[Twisted-Python] Something strange about cred
stephen.c.waterbury at nasa.gov
Thu Feb 8 12:26:19 EST 2007
Stephen Waterbury wrote:
> Jean-Paul Calderone wrote:
>> On Thu, 08 Feb 2007 10:16:51 -0500, Stephen Waterbury
>> <stephen.c.waterbury at nasa.gov> wrote:
>>> Here's a simple self-contained example of a database
>>> checker that's essentially identical to the one I
>>> use with my code which works with web but not with the web2
>>> auth example (i.e., httpauth.tac). Perhaps someone familiar
>>> with cred and web2 could suggest how I might fix it?
>>> The only changes needed to make the web2 auth example
>>> use DbChecker instead of InMemoryUsernamePasswordDatabaseDontUse
>>> are (1) apply attached patch to httpauth.py, (2) drop dbchecker.py
>>> into the same directory. The test_dbchecker.py script is just
>>> a simple test to show that DbChecker returns an AvatarId
>>> when given a credential with correct username and password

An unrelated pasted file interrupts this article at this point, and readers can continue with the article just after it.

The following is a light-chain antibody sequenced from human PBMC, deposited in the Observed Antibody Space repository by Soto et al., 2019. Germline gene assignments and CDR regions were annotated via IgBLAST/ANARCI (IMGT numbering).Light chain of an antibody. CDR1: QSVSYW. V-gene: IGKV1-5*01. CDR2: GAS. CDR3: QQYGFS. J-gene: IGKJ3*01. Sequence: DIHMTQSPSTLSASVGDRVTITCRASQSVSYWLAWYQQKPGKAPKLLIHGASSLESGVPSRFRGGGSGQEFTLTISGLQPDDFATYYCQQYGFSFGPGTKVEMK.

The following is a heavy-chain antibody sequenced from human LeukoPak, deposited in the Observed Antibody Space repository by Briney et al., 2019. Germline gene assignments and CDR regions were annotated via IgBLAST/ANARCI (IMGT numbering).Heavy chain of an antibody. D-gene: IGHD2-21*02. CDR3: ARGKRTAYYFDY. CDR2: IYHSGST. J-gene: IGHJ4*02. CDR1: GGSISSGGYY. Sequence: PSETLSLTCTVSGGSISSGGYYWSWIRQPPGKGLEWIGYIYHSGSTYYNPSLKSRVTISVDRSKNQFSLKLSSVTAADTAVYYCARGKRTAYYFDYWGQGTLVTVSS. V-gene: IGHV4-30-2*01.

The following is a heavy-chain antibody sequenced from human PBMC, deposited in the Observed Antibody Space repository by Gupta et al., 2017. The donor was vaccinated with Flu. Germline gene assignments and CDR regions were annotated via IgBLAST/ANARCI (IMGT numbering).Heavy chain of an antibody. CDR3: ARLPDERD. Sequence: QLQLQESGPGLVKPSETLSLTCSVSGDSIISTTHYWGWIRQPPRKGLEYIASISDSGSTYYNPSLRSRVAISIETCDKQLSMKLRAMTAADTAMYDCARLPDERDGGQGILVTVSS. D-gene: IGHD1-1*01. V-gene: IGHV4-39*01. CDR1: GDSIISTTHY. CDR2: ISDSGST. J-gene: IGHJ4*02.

>>> TIA for any help with this.
>> Hey Steve,
>> Aside from the cred questions/issues you raised in the first email
>> (some of which I think are valid), I think the main problem you're
>> running into is that HTTP digest authentication is being used, but
>> the checker you wrote can't handle this: digest auth requires that
>> the checker be able to handle IUsernameHashedPassword credentials,
>> which yours doesn't.
>> The reporting for this case could probably be improved. If there is
>> no checker registered which can handle the kind of credentials being
>> used, it's probably a programming error, and the programmer should be
>> told about it.
> Thanks for the quick response, Jp! I was under the impression that
> this was just a basic auth example -- so if the basic auth thingy
> is getting a plain text (uuencoded, same thing) password from the
> app, why would it hash it before it gives it to the checker?
> Auggh! I can see the checker *storing* the password hashed
> (which my "production" checker does, using sha), but it seems to
> me pretty brain-dead to use hashed passwords over http when
> plaintext passwords over https are way, way more secure
> (and then all the checker has to deal with is plaintext passwds,
> which it can store hashed for extra security).
Well, that was an incorrect and non-sequitur reply on my part,
so apologies for that!
I still think HTTP digest authentication is not very useful,
but I do understand why web2 implements it, because it's part
of the spec. No more griping, for now -- and I should say that
everything *else* about web2 looks great so far! :)
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